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COMMANDED TO BE PRLACHED BY
JESUS CHRIST, JUDGE OF THE LIVING AND THE DEAD,
UNTO ALL CREATURES, (MARK XVI. 15,)
THE ETERNAL REDEMPTION
FOUND OUT BY HIM, WHEREBY
DEVIL, SIN, HELL AND DEATH
SHALL AT LAST BE ABOLISHED, AND
THE WHOLE CREATION RESTORED
TO ITS PRIMITIVE PURITY:
BEING A TESTIMONY
AGAINST THE PRESENT ANTI-CHRISTIAN WORLD.
WRITTEX ORIGINALLY IN GERMAN
BY PAUL SIEGVOLCK,
GIHON, FAIRCHILD & Co,
INFINITE AND EVERLASTING
OUT OF WHOM, THROUGH WHOM, AND TO WHOM, ARE ALL THINGS; ,
WHO IS CALLED
THIS SIMPLE WITNESS OF TRUTH, BORNE OF HIM.
IS, IX FILIAL LOVE AND HUMILITI,
DEDICATED AND OFFERED,
Most mercifully and powerfully to bless it for the End it is intended, and to defend it against the Devil and his whole host of evil Angels and Men, whose Interest it is that the Everlasting Lovs should not have the sole Dominion over the whole Creation, and come to be ALL IN ALL,)
TO THE READER.
There have been many books published in | ly; and that, instead of the contracted senti. our language upon the subject of the restitu- ments which have long set Christians at bittion of all fallen intelligences; some of them ter variance with each other, they now begin fraught with learning and criticism, as Dr. to think themselves the children of one comBurnet's piece on the state of the dead; the mon Father, whose mercy, whose tender Chevalier Ramsay's philosophical principles mercy, is over all the works of his hands.of natural and revealed religion; and above May this view of the IMMORTAL GOD, i all of this kind, the treatise of Mr. Stone- Christ Jesus, increase, until discord and house, late vicar of Islington: 'a work which hatred are banished from the earth. is worthy of the notice of the learned world, I have found this little book very useful to and to which I do not know that there has myself. I did not, like Mr. Winchester, receive ever been an answer attempted.
my first conviction of the truth of the univerWhile the above gentlemen have written sal doctrine from it; but it was the mean of on this great subject for the learned, others fully establishing my mind in it. I remem. have no less laudably employed their talents ber particularly, that the seventh chapter, for the service of the bulk of mankind, by which treats of the word eternity, and the bearing their testimony to the universal and different eternities, or ages, mentioned in the efficacious love of God to his rational crea- scriptures, was very satisfying to me; as tures, in plain popular style: among whom we j was the eleventh chapter, which treats of this find Mr. Jeremiah White in the last century, present world, the world to come, and the and Mr. Winchester of late; the latter of whom still, or silent eternity. has not only presented to the world, the evi I know of no book that is more calculated dence of the restoration of all things, in his to disseminate the universal doctrine among dialogues, lectures on prophecy, and pume- good men, than this; for every one who has rous other tracts; but has also favoured man- tasted that GOD is Love, will here find some kind with the first edition of Mr. Seigvolck's thing that meets and accords with the warm book, that has been printed in Old England. and holy benevolence of his soul; and to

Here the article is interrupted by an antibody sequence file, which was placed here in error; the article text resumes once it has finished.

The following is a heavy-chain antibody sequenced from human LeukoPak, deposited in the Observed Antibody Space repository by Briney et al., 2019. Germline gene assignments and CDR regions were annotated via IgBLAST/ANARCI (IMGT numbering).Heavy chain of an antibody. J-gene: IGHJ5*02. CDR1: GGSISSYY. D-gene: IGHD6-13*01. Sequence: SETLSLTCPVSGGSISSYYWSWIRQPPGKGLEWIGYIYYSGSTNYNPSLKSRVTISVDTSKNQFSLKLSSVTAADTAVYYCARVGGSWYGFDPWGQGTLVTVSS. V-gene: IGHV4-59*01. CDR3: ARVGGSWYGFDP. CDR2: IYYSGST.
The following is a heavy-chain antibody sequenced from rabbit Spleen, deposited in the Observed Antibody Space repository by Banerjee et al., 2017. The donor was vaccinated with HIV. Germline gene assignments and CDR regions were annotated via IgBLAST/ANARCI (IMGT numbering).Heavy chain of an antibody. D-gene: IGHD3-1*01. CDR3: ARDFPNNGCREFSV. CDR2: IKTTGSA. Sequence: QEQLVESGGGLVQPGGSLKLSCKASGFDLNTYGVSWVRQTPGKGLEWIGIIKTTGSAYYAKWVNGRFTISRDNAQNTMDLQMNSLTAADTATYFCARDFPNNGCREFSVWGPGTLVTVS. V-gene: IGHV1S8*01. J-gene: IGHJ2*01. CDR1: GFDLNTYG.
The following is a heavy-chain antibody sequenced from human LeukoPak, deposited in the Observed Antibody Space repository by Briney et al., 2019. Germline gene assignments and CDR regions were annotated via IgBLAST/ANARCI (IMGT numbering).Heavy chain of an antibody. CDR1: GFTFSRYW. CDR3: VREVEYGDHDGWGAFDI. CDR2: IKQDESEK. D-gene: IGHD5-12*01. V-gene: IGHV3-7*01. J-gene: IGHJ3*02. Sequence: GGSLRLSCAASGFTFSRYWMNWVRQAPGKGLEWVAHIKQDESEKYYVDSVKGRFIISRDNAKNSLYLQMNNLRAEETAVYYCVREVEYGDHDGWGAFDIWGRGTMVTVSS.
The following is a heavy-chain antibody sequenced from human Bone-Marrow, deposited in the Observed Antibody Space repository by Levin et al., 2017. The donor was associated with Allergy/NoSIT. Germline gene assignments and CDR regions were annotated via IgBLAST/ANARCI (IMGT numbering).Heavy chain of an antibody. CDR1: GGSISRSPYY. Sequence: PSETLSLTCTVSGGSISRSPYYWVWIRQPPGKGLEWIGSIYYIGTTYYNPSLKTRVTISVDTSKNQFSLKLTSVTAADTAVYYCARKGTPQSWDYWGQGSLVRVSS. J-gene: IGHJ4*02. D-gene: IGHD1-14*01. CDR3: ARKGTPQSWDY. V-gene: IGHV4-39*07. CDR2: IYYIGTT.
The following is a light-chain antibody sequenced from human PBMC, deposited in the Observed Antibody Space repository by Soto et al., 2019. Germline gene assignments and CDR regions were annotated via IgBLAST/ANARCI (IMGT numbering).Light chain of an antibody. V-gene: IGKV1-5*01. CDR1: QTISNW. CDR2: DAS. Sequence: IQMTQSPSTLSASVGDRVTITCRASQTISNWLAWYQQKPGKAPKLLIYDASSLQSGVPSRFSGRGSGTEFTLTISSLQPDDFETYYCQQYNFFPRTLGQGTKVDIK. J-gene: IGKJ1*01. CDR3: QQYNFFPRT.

Notwithstanding the opposition which some them I do most heartily recommend it; being mistaken (but otherwise good) men have fully assured, that however such may differ in made to the universal doctrine, the first im- other things, they all bear in their hearts pression of this piece is sold off; so that a good will towards men. copy of it has been hardly to be procured for They will not, therefore, be offended at my above twelve months past, though it was pub- subscribing myself, lished only in 1792. A proof this, that man
A Friend to all Mankind, kind begin to have their eyes more opened,
WILLIAM VIDLIB. and their hearts more expanded, than former, London, June 8th, 1795.